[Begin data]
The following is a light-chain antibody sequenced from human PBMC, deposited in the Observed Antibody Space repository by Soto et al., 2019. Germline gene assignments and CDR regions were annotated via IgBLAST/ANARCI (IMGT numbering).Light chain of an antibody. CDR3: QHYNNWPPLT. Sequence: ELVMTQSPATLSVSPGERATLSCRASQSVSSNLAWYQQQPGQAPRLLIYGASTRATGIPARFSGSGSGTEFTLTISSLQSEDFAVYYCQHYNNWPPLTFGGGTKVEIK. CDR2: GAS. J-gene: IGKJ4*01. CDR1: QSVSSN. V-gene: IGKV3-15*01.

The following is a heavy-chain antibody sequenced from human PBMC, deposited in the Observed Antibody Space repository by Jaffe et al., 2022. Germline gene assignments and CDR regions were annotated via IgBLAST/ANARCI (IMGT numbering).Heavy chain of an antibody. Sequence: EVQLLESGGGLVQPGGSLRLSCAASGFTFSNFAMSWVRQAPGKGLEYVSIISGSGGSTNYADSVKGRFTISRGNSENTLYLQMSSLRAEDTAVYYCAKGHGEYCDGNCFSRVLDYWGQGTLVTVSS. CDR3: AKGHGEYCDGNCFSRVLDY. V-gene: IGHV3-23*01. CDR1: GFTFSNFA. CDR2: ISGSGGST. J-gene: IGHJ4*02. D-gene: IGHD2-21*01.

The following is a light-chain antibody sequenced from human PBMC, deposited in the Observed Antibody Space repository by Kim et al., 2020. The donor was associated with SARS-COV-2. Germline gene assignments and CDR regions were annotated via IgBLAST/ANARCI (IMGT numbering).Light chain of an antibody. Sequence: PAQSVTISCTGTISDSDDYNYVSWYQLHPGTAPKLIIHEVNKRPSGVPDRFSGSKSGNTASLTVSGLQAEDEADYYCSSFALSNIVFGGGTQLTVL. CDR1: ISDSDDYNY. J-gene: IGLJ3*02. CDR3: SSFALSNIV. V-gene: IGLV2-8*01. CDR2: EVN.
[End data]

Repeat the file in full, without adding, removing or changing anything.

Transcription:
The following is a light-chain antibody sequenced from human PBMC, deposited in the Observed Antibody Space repository by Soto et al., 2019. Germline gene assignments and CDR regions were annotated via IgBLAST/ANARCI (IMGT numbering).Light chain of an antibody. CDR3: QHYNNWPPLT. Sequence: ELVMTQSPATLSVSPGERATLSCRASQSVSSNLAWYQQQPGQAPRLLIYGASTRATGIPARFSGSGSGTEFTLTISSLQSEDFAVYYCQHYNNWPPLTFGGGTKVEIK. CDR2: GAS. J-gene: IGKJ4*01. CDR1: QSVSSN. V-gene: IGKV3-15*01.

The following is a heavy-chain antibody sequenced from human PBMC, deposited in the Observed Antibody Space repository by Jaffe et al., 2022. Germline gene assignments and CDR regions were annotated via IgBLAST/ANARCI (IMGT numbering).Heavy chain of an antibody. Sequence: EVQLLESGGGLVQPGGSLRLSCAASGFTFSNFAMSWVRQAPGKGLEYVSIISGSGGSTNYADSVKGRFTISRGNSENTLYLQMSSLRAEDTAVYYCAKGHGEYCDGNCFSRVLDYWGQGTLVTVSS. CDR3: AKGHGEYCDGNCFSRVLDY. V-gene: IGHV3-23*01. CDR1: GFTFSNFA. CDR2: ISGSGGST. J-gene: IGHJ4*02. D-gene: IGHD2-21*01.

The following is a light-chain antibody sequenced from human PBMC, deposited in the Observed Antibody Space repository by Kim et al., 2020. The donor was associated with SARS-COV-2. Germline gene assignments and CDR regions were annotated via IgBLAST/ANARCI (IMGT numbering).Light chain of an antibody. Sequence: PAQSVTISCTGTISDSDDYNYVSWYQLHPGTAPKLIIHEVNKRPSGVPDRFSGSKSGNTASLTVSGLQAEDEADYYCSSFALSNIVFGGGTQLTVL. CDR1: ISDSDDYNY. J-gene: IGLJ3*02. CDR3: SSFALSNIV. V-gene: IGLV2-8*01. CDR2: EVN.